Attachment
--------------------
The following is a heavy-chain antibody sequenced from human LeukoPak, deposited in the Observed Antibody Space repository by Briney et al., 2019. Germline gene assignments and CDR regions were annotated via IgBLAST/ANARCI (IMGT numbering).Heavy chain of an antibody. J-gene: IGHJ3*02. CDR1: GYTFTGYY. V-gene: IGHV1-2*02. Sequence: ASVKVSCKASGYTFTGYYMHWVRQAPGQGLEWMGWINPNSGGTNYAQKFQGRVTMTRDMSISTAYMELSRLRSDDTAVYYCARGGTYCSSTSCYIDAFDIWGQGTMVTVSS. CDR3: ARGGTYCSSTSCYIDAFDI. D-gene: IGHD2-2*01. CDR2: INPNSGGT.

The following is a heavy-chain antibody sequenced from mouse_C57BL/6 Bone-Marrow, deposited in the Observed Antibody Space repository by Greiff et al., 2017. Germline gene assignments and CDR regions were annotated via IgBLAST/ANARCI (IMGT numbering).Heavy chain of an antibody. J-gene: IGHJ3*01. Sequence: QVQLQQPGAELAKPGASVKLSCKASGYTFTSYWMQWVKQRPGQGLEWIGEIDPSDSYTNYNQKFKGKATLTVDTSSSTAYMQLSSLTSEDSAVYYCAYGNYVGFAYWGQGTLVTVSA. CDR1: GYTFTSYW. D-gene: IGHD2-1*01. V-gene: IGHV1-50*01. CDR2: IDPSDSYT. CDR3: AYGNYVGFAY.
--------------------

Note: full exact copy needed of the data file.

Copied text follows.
The following is a heavy-chain antibody sequenced from human LeukoPak, deposited in the Observed Antibody Space repository by Briney et al., 2019. Germline gene assignments and CDR regions were annotated via IgBLAST/ANARCI (IMGT numbering).Heavy chain of an antibody. J-gene: IGHJ3*02. CDR1: GYTFTGYY. V-gene: IGHV1-2*02. Sequence: ASVKVSCKASGYTFTGYYMHWVRQAPGQGLEWMGWINPNSGGTNYAQKFQGRVTMTRDMSISTAYMELSRLRSDDTAVYYCARGGTYCSSTSCYIDAFDIWGQGTMVTVSS. CDR3: ARGGTYCSSTSCYIDAFDI. D-gene: IGHD2-2*01. CDR2: INPNSGGT.

The following is a heavy-chain antibody sequenced from mouse_C57BL/6 Bone-Marrow, deposited in the Observed Antibody Space repository by Greiff et al., 2017. Germline gene assignments and CDR regions were annotated via IgBLAST/ANARCI (IMGT numbering).Heavy chain of an antibody. J-gene: IGHJ3*01. Sequence: QVQLQQPGAELAKPGASVKLSCKASGYTFTSYWMQWVKQRPGQGLEWIGEIDPSDSYTNYNQKFKGKATLTVDTSSSTAYMQLSSLTSEDSAVYYCAYGNYVGFAYWGQGTLVTVSA. CDR1: GYTFTSYW. D-gene: IGHD2-1*01. V-gene: IGHV1-50*01. CDR2: IDPSDSYT. CDR3: AYGNYVGFAY.